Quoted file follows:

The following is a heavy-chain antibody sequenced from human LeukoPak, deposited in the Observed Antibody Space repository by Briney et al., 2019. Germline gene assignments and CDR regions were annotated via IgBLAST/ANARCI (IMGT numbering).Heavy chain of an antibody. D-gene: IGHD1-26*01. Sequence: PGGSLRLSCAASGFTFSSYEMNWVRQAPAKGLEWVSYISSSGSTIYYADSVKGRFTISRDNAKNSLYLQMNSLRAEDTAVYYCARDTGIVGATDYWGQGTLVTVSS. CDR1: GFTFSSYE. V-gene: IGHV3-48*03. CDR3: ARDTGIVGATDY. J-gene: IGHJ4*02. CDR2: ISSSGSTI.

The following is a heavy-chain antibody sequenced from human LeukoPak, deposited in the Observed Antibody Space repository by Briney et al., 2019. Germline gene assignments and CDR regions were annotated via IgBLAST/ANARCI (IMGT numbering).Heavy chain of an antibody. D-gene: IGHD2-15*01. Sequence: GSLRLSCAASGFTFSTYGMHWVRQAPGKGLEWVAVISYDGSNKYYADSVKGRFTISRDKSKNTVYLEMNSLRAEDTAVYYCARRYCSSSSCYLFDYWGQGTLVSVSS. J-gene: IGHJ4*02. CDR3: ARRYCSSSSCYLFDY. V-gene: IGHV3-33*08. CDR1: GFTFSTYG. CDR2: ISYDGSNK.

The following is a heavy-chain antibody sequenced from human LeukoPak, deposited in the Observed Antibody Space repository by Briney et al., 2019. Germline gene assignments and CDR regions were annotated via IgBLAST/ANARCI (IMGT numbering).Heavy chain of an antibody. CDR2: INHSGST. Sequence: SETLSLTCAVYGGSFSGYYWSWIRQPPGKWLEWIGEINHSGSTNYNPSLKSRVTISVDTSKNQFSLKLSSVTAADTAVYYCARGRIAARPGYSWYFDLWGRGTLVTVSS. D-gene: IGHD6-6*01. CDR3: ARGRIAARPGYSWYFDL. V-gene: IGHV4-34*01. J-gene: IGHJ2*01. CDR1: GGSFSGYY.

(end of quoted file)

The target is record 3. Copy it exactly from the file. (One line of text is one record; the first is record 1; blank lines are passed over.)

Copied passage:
The following is a heavy-chain antibody sequenced from human LeukoPak, deposited in the Observed Antibody Space repository by Briney et al., 2019. Germline gene assignments and CDR regions were annotated via IgBLAST/ANARCI (IMGT numbering).Heavy chain of an antibody. CDR2: INHSGST. Sequence: SETLSLTCAVYGGSFSGYYWSWIRQPPGKWLEWIGEINHSGSTNYNPSLKSRVTISVDTSKNQFSLKLSSVTAADTAVYYCARGRIAARPGYSWYFDLWGRGTLVTVSS. D-gene: IGHD6-6*01. CDR3: ARGRIAARPGYSWYFDL. V-gene: IGHV4-34*01. J-gene: IGHJ2*01. CDR1: GGSFSGYY.